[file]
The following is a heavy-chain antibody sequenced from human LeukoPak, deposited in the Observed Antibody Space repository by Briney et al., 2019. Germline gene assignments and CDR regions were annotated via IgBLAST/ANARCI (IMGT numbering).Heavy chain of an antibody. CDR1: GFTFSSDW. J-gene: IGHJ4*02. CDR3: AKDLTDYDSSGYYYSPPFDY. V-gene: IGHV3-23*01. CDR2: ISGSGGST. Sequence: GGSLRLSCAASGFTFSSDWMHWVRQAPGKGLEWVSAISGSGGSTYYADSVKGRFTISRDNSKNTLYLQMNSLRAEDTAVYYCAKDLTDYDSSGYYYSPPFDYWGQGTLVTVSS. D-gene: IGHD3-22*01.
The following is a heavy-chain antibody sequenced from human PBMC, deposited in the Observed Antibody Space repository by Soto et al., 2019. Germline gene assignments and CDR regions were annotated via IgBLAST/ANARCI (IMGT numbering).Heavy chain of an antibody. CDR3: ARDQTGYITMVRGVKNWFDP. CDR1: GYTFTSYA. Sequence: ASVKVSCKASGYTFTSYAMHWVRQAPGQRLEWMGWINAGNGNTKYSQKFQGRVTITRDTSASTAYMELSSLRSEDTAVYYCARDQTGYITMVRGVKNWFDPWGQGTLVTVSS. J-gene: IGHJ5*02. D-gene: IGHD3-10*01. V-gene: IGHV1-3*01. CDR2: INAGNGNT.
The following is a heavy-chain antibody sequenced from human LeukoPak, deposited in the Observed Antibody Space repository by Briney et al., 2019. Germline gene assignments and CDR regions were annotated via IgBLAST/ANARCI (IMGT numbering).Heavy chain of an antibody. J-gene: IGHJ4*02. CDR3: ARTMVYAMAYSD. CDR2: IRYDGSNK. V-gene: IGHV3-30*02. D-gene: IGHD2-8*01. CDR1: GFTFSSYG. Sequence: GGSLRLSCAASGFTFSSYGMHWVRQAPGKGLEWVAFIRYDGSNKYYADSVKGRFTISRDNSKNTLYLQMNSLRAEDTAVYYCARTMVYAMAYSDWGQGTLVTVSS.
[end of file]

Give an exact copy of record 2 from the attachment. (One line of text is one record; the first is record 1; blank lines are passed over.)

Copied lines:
The following is a heavy-chain antibody sequenced from human PBMC, deposited in the Observed Antibody Space repository by Soto et al., 2019. Germline gene assignments and CDR regions were annotated via IgBLAST/ANARCI (IMGT numbering).Heavy chain of an antibody. CDR3: ARDQTGYITMVRGVKNWFDP. CDR1: GYTFTSYA. Sequence: ASVKVSCKASGYTFTSYAMHWVRQAPGQRLEWMGWINAGNGNTKYSQKFQGRVTITRDTSASTAYMELSSLRSEDTAVYYCARDQTGYITMVRGVKNWFDPWGQGTLVTVSS. J-gene: IGHJ5*02. D-gene: IGHD3-10*01. V-gene: IGHV1-3*01. CDR2: INAGNGNT.